Thursday, December 25, 2008
It’s just been installed at the Ecotarium, and will travel around to the other three museums over the course of the next few years. After that, it will go into a rental pool for ten years, and then will revert to me. Thanks to Betsy Loring, the Ecotarium’s Manager of Exhibits and Collections, for taking the photographs of the completed piece (seen below). You can see more images of work in the exhibition here.
I thought it would be fun to take you on a quick trip to see how this project developed over the past year. Here’s the idea I came up with after a period of consultation and back-and-forth with folks from the participating museums. The idea was to make plexiglass buttons of various sizes (as I’ve been doing with painted tin disks) and hold them in a grid on the top of the installation. Light would cast the colors on people walking below.
I discovered when I actually created some pieces out of colored plexi and lit them, that light doesn’t really work that way. You have to be VERY close to it to have the light cast a discrete shape that can be perceived as a circle. Very shortly, the light just starts to make a vaguely-colored puddle. Plus, Mr. Gravity makes the grid s-a-g, and all it takes is one person jumping up to grab it to make all hell break loose (you’ve got to think about that sort of thing in a place where there are thousands of visitors a month). So, I realized that the image area needed to be on the sides, not the top. Here’s what I was working with in my studio, mocking things up on scaffolding, trying to see how everything would work at that scale (It turned out in the end that scaffolding was a good thing to build the piece with).
I still wanted light to be cast on the people inside the installation, so I modified a disco ball; here is a shot of it in the studio.
And here’s the final piece at the Ecotarium. You can see the lights and disco ball on top. I owe huge thanks and appreciation to the professionals at the Ecotarium who mounted the lights and built the frames that hold the artwork, as well as the whole standing structure.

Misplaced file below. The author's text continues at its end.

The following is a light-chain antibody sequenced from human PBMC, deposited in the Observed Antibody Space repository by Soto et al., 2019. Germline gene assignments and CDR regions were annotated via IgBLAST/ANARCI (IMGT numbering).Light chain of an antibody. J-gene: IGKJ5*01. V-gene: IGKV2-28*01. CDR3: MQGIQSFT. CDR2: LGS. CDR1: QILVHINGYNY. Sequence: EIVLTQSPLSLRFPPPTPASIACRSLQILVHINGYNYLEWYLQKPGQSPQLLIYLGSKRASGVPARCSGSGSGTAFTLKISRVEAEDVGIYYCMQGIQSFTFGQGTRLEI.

Here’s how it looks inside the installation. There are three layers of plexi in the cases. The inside two layers have circles in different sizes and colors made with transparent vinyl film. The outer layer of plexi is a translucent white. When you’re inside, you see the circles overlapping in three layers, and their projections on the inside of the white “screen.”
Outside, you see the light projected from the inside, as a softer, flattened image.
Pretty cool, huh?
Sunday, December 21, 2008
doesn't leave much to work with, but you're
one of the lucky ones. Reliable sources
advise that Y2K came with amnesty for all
previous karma, so you'll only have to pay
for the one you messed up last time.
Things are a bit crowded at the moment,
what with a big backlog before the millennial gift,
but just hang in there. Don't make waves and you
can look forward to a safe and improved return.
I’ll post a picture when it’s finished. And maybe some detail shots.
The real reason I made the clay pieces (seen in the noisemakers above) was to use on more figures from the Disarmament series. Here’s the latest finished piece, and then a piece in progress. These are two of the ones that will be suspended, as I mentioned in a recent post.
The circular clay embellishments on the following figure have two different colors of clay. I didn’t make enough in the first load (not knowing what I might be using them for...), but I’ve now got enough new ones ready to go into the kiln to finish encrusting it. Stay tuned.
All of these figures need to have a skirt. I've used metal, hacksaw blades, clay, beach fibers, and nails for the other ones, but I don't know about this one. Anybody got a suggestion about what materials I might use?
Wednesday, December 17, 2008
When the snow is on the ground and the sky is grey, it is truly bleak, even up in the garden. I think about growing older every day and the inevitability of death. John Hanna, a Barre stone sculptor and a wonderful man, died on Friday, December 12. I went to his funeral yesterday. There will be a retrospective exhibit of his work at SPA from January 10 - 16, 2009, with a reception from 2-4 on Saturday, January 10.
I’m thinking about doing a piece that involves doors, maybe combining with the Disarmed pieces for an installation: “The Disarmed Approach the Event Horizon.” I guess that's what death is -- getting sucked into the big Black Hole. I’m imagining a beautiful old door with little doors (and openings) cut into it. You could look at it from either side. There would be small people in the small doorways. And the disarmed all around, on the floor and on pedestals.